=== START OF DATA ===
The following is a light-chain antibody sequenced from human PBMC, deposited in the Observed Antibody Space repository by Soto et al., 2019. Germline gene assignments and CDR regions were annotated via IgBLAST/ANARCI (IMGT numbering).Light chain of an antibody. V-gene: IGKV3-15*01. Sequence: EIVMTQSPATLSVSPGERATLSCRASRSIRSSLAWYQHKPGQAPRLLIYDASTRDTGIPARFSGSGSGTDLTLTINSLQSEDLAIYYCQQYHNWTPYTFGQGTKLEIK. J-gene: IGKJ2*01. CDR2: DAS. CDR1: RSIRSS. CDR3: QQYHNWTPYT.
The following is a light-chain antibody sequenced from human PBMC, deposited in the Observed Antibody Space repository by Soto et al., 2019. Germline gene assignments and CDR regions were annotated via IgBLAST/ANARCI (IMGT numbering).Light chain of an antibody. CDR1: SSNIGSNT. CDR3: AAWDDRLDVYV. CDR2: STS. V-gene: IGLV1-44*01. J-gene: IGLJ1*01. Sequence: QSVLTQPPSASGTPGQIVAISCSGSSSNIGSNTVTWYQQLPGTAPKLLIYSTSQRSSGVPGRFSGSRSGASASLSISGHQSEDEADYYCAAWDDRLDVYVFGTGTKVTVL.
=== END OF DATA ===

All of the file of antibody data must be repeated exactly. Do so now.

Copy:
The following is a light-chain antibody sequenced from human PBMC, deposited in the Observed Antibody Space repository by Soto et al., 2019. Germline gene assignments and CDR regions were annotated via IgBLAST/ANARCI (IMGT numbering).Light chain of an antibody. V-gene: IGKV3-15*01. Sequence: EIVMTQSPATLSVSPGERATLSCRASRSIRSSLAWYQHKPGQAPRLLIYDASTRDTGIPARFSGSGSGTDLTLTINSLQSEDLAIYYCQQYHNWTPYTFGQGTKLEIK. J-gene: IGKJ2*01. CDR2: DAS. CDR1: RSIRSS. CDR3: QQYHNWTPYT.
The following is a light-chain antibody sequenced from human PBMC, deposited in the Observed Antibody Space repository by Soto et al., 2019. Germline gene assignments and CDR regions were annotated via IgBLAST/ANARCI (IMGT numbering).Light chain of an antibody. CDR1: SSNIGSNT. CDR3: AAWDDRLDVYV. CDR2: STS. V-gene: IGLV1-44*01. J-gene: IGLJ1*01. Sequence: QSVLTQPPSASGTPGQIVAISCSGSSSNIGSNTVTWYQQLPGTAPKLLIYSTSQRSSGVPGRFSGSRSGASASLSISGHQSEDEADYYCAAWDDRLDVYVFGTGTKVTVL.